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Hoffmann, R. A wiki for the life sciences where authorship matters. Nature Genetics (2008)

Gramine and free amino acids as indicators of fluoride-induced stress in barley and its consequences to insect herbivory.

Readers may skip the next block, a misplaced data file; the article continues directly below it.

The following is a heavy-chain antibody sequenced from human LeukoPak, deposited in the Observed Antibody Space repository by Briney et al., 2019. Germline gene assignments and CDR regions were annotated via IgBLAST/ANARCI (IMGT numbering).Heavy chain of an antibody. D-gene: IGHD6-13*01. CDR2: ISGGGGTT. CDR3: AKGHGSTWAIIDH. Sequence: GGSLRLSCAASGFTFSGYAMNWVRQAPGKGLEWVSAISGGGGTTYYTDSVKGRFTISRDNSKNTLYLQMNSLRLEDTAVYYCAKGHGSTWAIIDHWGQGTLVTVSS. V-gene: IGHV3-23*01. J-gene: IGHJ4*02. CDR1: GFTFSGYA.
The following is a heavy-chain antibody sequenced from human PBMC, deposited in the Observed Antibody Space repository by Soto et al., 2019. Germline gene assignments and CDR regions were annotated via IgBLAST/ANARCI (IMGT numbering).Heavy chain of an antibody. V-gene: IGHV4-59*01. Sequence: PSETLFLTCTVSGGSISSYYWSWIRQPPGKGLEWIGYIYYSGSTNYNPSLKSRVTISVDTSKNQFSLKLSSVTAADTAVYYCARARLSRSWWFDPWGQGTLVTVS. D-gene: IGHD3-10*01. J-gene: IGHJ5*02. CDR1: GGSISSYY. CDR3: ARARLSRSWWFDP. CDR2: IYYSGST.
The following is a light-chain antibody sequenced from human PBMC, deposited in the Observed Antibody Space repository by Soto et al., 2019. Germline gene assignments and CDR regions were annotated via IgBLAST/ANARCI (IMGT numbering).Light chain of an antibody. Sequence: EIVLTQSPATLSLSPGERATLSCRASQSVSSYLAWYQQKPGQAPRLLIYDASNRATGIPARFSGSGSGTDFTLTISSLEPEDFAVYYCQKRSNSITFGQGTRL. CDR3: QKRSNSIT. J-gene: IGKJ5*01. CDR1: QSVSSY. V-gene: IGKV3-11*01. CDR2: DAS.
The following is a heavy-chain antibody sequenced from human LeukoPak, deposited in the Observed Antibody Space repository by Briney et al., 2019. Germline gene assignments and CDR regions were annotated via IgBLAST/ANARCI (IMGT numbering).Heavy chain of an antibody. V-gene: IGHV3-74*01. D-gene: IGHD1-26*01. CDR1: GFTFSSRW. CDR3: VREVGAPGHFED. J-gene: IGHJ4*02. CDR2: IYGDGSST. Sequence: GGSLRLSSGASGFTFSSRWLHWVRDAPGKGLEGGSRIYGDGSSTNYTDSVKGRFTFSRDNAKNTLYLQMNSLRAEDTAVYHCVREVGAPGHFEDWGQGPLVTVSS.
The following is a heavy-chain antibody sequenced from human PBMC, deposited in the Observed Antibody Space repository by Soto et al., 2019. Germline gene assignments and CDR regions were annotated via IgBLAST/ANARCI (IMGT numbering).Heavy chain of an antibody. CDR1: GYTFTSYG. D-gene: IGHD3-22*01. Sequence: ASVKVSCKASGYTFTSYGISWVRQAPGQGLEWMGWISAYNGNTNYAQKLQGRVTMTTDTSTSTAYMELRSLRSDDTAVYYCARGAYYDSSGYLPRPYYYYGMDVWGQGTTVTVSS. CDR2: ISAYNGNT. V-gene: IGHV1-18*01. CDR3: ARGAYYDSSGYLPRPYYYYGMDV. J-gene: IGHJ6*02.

Barley leaves were sprayed with aqueous NaF, which caused accumulation of fluoride in the foliage, but no visible symptoms were detectable. No significant correlation was observed between foliar fluoride concentration and content of the indole alkaloid gramine after exposure to fluoride levels of 20 to 60 mg F liter-1. Fluoride exposure did not explicitly affect the performance of Carausius morosus or Rhopalosiphum paid on barley. After exposure to fluoride levels of 100 and 200 mg F liter-1, as NaF, fluoride treatment had a significant effect on gramine concentration of the first leaf of barley, being highest at a fluoride treatment of 200 mg liter-1, and there was a slight, but significant positive correlation between the log-transformed foliar fluoride concentration and log-transformed gramine concentration of the first leaf. Fluoride treatment increased levels of some individual free amino acids in barley foliage. Exposure of young barley to NaF in aqueous form caused accumulation of fluoride in barley foliage and resulted in increased levels of gramine in the first leaf and levels of some free amino acids in foliage. It is possible that the fluoride-induced concurrent increase in gramine concentration in barley leaves could override the eventual increase in nutritive value to herbivorous insects after fluoride exposure. More detailed biochemical studies of the induction of gramine production are needed to understand the fluoride effects in secondary metabolism of barley.[1]


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